I was introduced to ratatouille in the seventies and have to say was not impressed by the rather sloppy vegetable stew that appeared on my plate, and wasn’t impelled to try it again until the other day, when I watched the amazingly good film, ‘Ratatouille’.

The best films about food make you want to go and eat some of it (‘Eat, Drink, Man,Woman’, for instance, should never be watched on an empty stomach), and it’s rather surprising that something cooked by a rat should actually be appetising. He does wash his paws, however, and steam-cleans his family when he conscripts them to help in a crisis.

The ratatouille here - a sophisticated layered version named confit byaldi - was far removed from the one I had all those years ago. The vegetables were well-shaped and beautifully arranged and it really looked as if it might be worth eating, so I did what I always do in these circumstances and went straight to Google. There it was, the very same, beautifully illustrated with full instructions, at Smitten Kitchen: Ratatouille's ratatouille. The reviewer was also surprised to be following a rat’s recipe.

I googled several other versions and found that, although the basic vegetables - courgette, aubergine, pepper, tomatoes and onion – remain the same, what you do with them very much depends on you. You can slice them, chop them. leave them in hunks, add thyme or basil – anything goes, more or less. Possibly the French take a different view, and I’d like to try an ‘authentic’ version, but they’re there and we’re here.

Ratatouille - confit byaldi style - before cooking. Wikimedia Commons.

I forgot the fresh basil, and found I’d run out of olive oil, but a what-the-hell attitude often works quite well. Reading other people’s responses shows there are a lot of folk out there who will experiment and make a recipe their own, either, like me, by not having some of the ingredients or by deliberately putting in something they like. Red wine sounds good. Harissa? Well, why not? The addition of crème fraiche is hardly authentic, but it is rather nice.

Confit byaldi - public domain image from Wikimedia Commons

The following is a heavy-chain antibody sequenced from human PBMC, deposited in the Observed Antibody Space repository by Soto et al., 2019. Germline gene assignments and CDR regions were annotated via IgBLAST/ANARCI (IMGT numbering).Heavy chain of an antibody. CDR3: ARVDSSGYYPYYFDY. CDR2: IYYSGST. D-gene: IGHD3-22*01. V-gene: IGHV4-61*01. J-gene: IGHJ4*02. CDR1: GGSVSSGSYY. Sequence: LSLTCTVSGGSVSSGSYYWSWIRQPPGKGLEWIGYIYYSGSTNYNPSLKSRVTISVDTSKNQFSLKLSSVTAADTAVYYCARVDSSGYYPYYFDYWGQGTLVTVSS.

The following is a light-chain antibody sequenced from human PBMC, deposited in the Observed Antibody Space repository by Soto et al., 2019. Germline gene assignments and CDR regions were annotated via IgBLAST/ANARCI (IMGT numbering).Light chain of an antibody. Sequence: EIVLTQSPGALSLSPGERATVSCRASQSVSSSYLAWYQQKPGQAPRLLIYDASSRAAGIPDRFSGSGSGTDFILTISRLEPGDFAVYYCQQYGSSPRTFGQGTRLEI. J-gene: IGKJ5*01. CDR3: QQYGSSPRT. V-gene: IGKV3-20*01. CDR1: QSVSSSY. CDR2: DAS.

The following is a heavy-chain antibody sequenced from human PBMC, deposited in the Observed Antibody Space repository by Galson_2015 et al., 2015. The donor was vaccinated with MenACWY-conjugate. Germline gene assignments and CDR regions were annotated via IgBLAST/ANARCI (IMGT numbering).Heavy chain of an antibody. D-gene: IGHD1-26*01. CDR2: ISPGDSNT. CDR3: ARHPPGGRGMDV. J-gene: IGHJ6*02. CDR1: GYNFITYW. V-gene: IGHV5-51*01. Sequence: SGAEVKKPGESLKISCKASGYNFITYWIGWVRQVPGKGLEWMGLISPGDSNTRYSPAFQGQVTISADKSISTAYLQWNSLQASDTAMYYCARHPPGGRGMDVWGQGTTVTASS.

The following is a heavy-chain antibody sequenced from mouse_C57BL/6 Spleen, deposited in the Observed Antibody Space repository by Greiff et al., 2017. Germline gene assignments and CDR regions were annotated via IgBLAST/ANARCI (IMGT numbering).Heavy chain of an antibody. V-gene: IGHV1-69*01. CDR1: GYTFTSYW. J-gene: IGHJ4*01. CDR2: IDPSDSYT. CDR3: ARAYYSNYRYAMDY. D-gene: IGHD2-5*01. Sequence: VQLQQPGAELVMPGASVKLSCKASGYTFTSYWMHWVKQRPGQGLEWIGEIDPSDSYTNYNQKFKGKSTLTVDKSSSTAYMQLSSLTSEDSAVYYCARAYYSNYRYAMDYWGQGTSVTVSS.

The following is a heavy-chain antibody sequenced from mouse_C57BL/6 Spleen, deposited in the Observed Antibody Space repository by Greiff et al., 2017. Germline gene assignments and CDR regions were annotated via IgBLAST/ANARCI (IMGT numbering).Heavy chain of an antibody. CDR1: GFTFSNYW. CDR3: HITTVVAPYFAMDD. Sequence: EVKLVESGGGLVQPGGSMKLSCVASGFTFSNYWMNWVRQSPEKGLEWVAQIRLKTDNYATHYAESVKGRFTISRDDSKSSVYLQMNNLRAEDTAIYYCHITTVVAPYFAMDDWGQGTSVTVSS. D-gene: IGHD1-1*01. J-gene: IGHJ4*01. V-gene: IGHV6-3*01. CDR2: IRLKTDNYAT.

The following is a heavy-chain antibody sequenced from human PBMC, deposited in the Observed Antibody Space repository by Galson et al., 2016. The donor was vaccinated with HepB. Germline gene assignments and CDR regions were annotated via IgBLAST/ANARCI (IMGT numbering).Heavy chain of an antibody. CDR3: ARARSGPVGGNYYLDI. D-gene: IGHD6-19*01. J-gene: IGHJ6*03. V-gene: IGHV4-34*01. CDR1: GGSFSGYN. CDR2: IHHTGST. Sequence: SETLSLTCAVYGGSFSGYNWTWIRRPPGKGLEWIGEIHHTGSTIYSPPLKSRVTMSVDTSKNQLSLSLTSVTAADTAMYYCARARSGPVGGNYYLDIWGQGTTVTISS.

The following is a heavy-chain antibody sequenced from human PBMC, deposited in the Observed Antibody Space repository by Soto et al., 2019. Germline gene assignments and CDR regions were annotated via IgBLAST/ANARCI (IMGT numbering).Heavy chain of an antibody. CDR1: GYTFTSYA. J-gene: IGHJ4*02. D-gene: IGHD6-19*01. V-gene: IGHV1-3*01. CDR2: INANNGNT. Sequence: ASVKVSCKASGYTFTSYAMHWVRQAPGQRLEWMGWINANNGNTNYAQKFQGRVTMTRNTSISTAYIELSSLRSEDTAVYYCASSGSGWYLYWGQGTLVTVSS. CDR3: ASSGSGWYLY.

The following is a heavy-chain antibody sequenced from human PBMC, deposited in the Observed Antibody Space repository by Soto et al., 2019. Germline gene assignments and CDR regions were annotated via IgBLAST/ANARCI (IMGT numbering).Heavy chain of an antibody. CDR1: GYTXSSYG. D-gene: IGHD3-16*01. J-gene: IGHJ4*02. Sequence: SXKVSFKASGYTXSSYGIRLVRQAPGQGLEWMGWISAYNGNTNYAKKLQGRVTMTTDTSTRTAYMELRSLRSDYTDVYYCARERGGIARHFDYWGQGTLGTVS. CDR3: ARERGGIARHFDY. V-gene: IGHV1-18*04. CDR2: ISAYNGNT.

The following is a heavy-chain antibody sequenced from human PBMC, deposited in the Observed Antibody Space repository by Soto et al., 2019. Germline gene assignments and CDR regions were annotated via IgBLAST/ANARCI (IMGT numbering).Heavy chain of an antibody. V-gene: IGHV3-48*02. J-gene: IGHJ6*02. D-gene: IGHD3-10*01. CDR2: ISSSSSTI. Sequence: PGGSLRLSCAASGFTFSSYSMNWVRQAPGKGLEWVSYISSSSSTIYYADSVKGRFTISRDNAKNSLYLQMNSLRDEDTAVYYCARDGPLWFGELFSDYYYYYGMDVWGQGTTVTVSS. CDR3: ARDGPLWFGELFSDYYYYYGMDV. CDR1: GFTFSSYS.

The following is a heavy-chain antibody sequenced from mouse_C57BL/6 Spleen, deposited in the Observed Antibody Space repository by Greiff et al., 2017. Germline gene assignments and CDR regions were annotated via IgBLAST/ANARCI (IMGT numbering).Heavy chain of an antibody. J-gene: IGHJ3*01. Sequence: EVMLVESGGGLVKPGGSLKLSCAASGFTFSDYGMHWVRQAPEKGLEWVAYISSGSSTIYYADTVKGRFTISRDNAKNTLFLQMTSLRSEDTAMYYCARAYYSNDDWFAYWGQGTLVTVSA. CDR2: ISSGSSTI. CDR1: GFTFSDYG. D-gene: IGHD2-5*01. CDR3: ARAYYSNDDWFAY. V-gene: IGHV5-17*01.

In my version, you make a tomato puree from fresh tomatoes, half a tin of chopped tomatoes and a little sundried tomato paste, with chopped onion, garlic, a sprinkle of mixed herbs from a jar and seasoning, and spread it over the bottom of a baking dish. You slice the aubergine, courgette and pepper very thinly and arrange them in a pretty pattern on top and drizzle it with oil (I had to use cooking, but olive is obviously better.) Cover the dish and bake for about an hour at 200 degrees. Consistency is up to you – you might like your veg on the crunchy side or you might like to be able to cut it with a spoon, so adjust to suit yourself.

When it’s done, put a few cubes of feta or some dollops of crème fraiche on top (Ray got himself some cranberry Wensleydale!) and either serve it with your own rice or do what we do and pop a packet of Tilda coconut and chili, or lime and coriander, rice in the microwave for a couple of minutes. You haven’t tried Tilda? It’s probably a bit pricey for what it is, but it’s good stuff, comes out right and saves a lot of time. Am I allowed to advertise? All right, then, a packet of flavoured microwaveable rice.

We were expecting something a bit bland, but it was quite a revelation and we shall certainly be having it again. I think probably the flavoured rice gives it a little extra something, so I’d recommend that, along with trying the missing fresh basil. Thyme seems to be favourite, but we find it a bit too strong, especially in a dish of restrained flavours, which is why I used the mixed herbs.

Ratatouille isn’t an in-your-face recipe, but it does have the all-important ingredient – umami. We discovered umami many years ago from, I think, an article in the Science section of the Guardian, and it’s only now beginning to creep into the national conscousness. Umami really just means ‘flavour’ and it’s often lacking in vegetarian food. It shouldn’t be, because it’s chiefly supplied by tomato and cheese with a little salt, which explains the great popularity of pizza. I have suffered quite a lot of bland vegetarian food over the years because it didn’t have umami.

All in all, much nicer and quicker to make than I’d anticipated, very healthy, and, without the cheese, suitable for vegetarians and vegans.

If you want to be fussy, it’s pronounced ‘rat-a-twee-uh’, not ‘rat-a-tooey’.

Oh, and do watch the film next time it’s on telly.

Tried another version using the fresh basil and feta that we didn’t have the frits time, and experimenting with a dollop of Patak’s Universal Brinjal Pickle in with the tomatoes. Brinjal pickle is wonderful stuff and we put it in just about everything. It’s not too strong, but it delivers terrific umami. Having been to Aldi, we tried their frozen Mediterranean veg, which worked very well, and their lemon and coriander couscous, which was even better than the rice. I put some sliced aubergine and pepper on top to make it look more authentic and drizzled olive oil over it. The result - pictured above - was indescribably wondrous.

See also Ratatouille at Vie Hebdomadaires.

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